Note to self: Eat barbecue fresh and on site.
Take-out is convenient and satisfactory, but I learned from six recent experiences with three relatively new barbecue joints that 'cue doesn't travel very well. In just an hour, what began as succulent starts to dry out, and a sandwich goes soggy. What I tried at home bore minimal resemblance to the same items I sampled dining out.
Red State BBQ, Hawg Wild BBQ Co. and Butt Rubb'in BBQ specialize in sultry smoked meats and picnic-friendly sides.
The three have common attributes. For instance, they are all super-casual. At Red State and Hawg Wild, the walls are autographed by satisfied customers with local name recognition. The table settings, including plates and table covers, are primarily plastic and Styrofoam. Brisket, beef, pork and ribs are the stars, with potato salad, coleslaw and baked beans playing dependable supporting roles.
But there the similarities end, and although the differences are subtle, they give each restaurant its own persona.
Red State, for example, is a roadside café on Georgetown Road owned by a Texas transplant. Its distance from downtown suggests the back highways of the Lone Star State. The menu is simple, with top-notch sandwiches. The brisket, sliced and falling out of the bun, is tender and smoky. Ditto the little mountains of pulled pork. Here, as at Butt Rubb'in, there are three choices of sauces — one is a little spicy, another sweet with honey, and a third is like honey mustard.
Hawg Wild's smoker sits in the parking lot facing Versailles Road. Another Texan, who will gladly explain "Texas cheat," a tenderizing method involving apple juice and steaming, owns this diner-style restaurant. Here, brisket is softer, so slices fall to delicious shards with just enough fat remaining, and the pulled pork melts in your mouth. Sauce comes in eight, yes, eight wonderful flavors. Being a spice lover, I was torn between the cowboy chipotle and Texas heat, but there are sweet and mild ones as well.
Butt Rubb'in BBQ is the most "formal," with the kitchen hidden from view. The local love of pork rather than Texas' penchant for beef dominates. It serves an interesting pulled-pork "sandwich" called the Joe Wilson, in which corn bread cakes stand in for buns. But I also loved the atypical brisket that tastes like pastrami; it's an oasis in Lexington's desert of deli food.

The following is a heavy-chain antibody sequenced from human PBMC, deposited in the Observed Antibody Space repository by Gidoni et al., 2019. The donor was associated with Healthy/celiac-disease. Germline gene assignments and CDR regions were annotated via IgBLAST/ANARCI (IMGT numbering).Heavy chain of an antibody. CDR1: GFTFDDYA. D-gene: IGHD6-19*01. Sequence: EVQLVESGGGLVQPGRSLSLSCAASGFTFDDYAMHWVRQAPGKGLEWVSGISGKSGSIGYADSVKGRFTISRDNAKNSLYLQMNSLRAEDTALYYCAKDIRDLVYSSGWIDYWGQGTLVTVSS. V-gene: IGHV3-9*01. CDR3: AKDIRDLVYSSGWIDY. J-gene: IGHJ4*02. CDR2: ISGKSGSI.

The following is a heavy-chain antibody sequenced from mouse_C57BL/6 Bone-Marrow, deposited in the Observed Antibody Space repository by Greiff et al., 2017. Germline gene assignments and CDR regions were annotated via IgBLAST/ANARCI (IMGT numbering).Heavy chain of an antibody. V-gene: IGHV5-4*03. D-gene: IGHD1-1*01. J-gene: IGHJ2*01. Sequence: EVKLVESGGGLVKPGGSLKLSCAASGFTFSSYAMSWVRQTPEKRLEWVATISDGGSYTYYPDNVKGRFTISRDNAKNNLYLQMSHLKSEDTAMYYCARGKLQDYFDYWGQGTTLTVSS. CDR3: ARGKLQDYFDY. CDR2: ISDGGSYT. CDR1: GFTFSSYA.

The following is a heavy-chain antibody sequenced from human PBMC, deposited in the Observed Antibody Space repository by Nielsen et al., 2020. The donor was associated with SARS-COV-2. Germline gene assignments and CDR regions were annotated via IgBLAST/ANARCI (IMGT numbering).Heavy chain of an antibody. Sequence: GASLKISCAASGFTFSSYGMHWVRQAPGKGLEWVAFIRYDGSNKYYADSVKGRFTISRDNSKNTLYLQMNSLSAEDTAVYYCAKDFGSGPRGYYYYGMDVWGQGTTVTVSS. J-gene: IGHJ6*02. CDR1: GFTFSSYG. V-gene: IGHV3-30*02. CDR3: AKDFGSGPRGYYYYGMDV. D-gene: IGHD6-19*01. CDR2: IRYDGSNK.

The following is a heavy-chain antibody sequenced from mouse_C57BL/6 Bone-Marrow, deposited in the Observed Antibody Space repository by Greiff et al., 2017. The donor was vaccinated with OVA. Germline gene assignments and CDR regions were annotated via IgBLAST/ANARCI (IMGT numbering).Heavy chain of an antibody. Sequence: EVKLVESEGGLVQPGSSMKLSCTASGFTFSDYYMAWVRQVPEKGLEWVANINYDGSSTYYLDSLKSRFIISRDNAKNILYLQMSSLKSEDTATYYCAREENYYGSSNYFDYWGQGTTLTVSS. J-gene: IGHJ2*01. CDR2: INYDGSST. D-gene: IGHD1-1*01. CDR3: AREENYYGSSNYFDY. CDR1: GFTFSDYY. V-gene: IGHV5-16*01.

All three places serve good ribs, a dish less susceptible to losing its texture. Among them, however, Butt Rubb'in's were the meatiest and juiciest. Red State's were a bit neutral, perhaps because that kitchen is the most considerate overall about salting. Hawg Wild's were almost too smoky.
The sides you love will depend entirely on your palate.
In the coleslaw department, I appreciated the pungent and heady celery at Butt Rubb'in. Red State's is the creamiest, with very modest salt. Hawg Wild's coarsely shredded slaw is refreshing and vinegary, certainly the most refreshing.
All the potato salads are chunky and creamy, but their profiles changed between visits. Red State's is rich and light yellow; it sometimes had minced aromatics and sometimes didn't. Butt Rubb'in will add celery seeds in varying amounts. Hawg Wild is the most consistent: creamy and mustardy every time.
Each restaurant turned out small, tender baked beans. Butt Rubb'in uses a pinch of cayenne, giving the beans a slight kick. Cumin is a great addition to the beans from Red State. Hawg Wild's are the least sweet — meaning the least cloying — and you might find pork rind or minced onion giving extra flavor.
Barbecue, the quintessential warm-weather food, is so varied — and inexpensive — that the more choices, the better. Lexington has long had examples from Western Kentucky and Memphis, so it's nice to enjoy other regional riffs, especially straight from the smoker.
Wendy Miller is a Lexington-based food and spirits writer and critic.